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Southern France
Lynn Deasy is a freelance writer, author, foodie, and garden tinkerer. She lives in a 600 year old house in southern France with her husband, Christophe. Currently, she is looking for a literary agent for her memoir CA VA? STORIES FROM RURAL LIFE IN SOUTHERN FRANCE which examines the oddities of French provincial living from an outsider’s point of view through a series of adventures that provide more than a fair share of frustration, education, admiration, and blisters…. yes, lots and lots of blisters. Lynn blogs every Monday, Wednesday, and sometimes Friday.

Wednesday, August 1, 2012

Can you drop the Riff-Raff?

We went for a walk this weekend up to the crest and this is the view from there:
Yes, I really do live here.

I really do live in the middle of nowhere – somewhat.  Within less than an hour I can get to a train station, international airport, and a large metropolis.  I spent just about the same amount of time getting to the grocery store as I did when I lived in Chicago, except I’m not sitting in traffic. I’m close enough to things I want, but far enough away from the riff-raff that fills our lives  Oh, and when I say riff-raff I mean the junk we can live without such as fast food drive thrus, Glee, 50 Shades of something or another, and anything vampire related.  It’s out there, but where we live makes it easier to block out; it’s not at my doorstep daily.  When we return to Chicago each Christmas, I absolutely love indulging myself and find that calling for a pizza is much quicker and easier than making one, but I find the distance has given me some space to reflect.  These are indulgences, and should stay that way.  Everyone talks about “getting away from it all”, but I don’t really see anyone really doing it.  Getting away from the riff-raff can really do a lot for a person.  You should try it; I highly recommend it.  The whole “unplug” thing really goes a long way.  I know, it’s a bit hypocrite coming from someone who writes a blog, but I don’t walk around texting on my cell phone.  In fact, I don’t own one.  The mountains in Southern France might not be the place for everyone, but the point is to drop the junk that really isn’t important; look around and take inventory of what’s out there.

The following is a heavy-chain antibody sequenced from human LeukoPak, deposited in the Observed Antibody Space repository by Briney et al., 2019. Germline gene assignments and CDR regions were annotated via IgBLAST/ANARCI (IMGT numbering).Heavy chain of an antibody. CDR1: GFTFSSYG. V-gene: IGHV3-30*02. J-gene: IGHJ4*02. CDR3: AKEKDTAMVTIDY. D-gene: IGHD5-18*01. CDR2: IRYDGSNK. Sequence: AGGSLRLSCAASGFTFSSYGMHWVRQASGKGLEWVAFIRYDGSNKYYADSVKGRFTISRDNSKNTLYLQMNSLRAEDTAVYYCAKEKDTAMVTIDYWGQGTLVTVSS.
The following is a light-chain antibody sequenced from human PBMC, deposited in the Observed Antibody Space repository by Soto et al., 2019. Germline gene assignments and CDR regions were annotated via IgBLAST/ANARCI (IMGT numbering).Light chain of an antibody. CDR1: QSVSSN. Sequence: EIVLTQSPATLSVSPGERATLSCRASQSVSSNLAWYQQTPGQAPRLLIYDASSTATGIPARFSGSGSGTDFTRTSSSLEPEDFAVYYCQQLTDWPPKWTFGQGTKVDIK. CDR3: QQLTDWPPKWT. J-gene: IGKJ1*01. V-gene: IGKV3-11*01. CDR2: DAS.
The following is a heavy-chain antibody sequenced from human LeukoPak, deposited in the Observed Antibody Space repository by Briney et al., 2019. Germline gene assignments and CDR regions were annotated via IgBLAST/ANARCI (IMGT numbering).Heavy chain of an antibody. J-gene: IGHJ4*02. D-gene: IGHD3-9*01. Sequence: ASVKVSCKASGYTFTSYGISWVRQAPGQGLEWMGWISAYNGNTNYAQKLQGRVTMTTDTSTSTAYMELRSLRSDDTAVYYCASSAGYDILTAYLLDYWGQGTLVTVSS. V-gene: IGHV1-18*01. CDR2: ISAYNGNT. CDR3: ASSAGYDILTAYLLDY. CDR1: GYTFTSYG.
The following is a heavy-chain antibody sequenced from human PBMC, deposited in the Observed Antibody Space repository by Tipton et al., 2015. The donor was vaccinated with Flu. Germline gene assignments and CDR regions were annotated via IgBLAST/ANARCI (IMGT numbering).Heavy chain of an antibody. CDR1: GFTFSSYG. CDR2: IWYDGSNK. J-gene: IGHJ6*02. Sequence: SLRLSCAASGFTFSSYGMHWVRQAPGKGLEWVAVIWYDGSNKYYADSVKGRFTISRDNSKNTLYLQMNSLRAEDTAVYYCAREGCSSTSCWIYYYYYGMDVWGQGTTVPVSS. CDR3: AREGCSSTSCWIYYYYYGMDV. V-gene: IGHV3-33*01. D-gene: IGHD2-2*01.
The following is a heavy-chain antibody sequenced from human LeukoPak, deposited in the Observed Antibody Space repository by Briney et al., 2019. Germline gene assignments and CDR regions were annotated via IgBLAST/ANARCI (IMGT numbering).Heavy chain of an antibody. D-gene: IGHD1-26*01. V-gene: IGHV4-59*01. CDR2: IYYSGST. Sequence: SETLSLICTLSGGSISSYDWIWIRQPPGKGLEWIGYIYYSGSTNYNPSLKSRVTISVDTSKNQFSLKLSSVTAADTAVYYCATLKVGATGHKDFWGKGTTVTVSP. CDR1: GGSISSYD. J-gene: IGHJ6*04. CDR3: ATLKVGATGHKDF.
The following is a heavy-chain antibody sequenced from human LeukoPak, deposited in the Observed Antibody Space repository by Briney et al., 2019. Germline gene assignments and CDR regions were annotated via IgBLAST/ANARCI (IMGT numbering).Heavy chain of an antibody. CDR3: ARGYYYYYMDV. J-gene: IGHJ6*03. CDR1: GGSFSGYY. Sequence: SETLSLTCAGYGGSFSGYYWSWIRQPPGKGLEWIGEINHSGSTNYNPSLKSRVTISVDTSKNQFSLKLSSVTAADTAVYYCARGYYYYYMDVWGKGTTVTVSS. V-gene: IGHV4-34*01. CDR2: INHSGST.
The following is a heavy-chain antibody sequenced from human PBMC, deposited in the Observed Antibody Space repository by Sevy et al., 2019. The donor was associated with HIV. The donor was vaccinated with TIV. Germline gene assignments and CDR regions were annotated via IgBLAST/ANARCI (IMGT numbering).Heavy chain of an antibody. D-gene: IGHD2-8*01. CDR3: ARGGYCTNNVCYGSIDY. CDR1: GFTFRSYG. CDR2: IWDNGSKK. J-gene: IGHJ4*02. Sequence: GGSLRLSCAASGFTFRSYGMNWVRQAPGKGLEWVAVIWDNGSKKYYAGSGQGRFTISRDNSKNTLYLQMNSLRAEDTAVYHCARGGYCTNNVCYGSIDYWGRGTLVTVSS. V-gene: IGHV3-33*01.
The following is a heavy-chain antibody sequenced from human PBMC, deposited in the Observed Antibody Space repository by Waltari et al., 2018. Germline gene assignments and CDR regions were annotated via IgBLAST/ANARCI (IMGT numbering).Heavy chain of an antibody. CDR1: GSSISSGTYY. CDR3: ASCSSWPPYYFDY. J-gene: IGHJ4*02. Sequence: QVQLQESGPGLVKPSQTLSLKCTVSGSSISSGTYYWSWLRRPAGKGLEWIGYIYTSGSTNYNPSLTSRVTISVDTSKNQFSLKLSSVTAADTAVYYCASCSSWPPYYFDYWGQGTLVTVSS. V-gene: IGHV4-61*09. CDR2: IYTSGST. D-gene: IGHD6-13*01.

Sometimes, I struggle living where I do: I’m far from family, French is not my native language, and my employment opportunities are limited.  But, sometimes, when I’m given a view like this I’m reminded of all the good I have and why I could care less about vampires.

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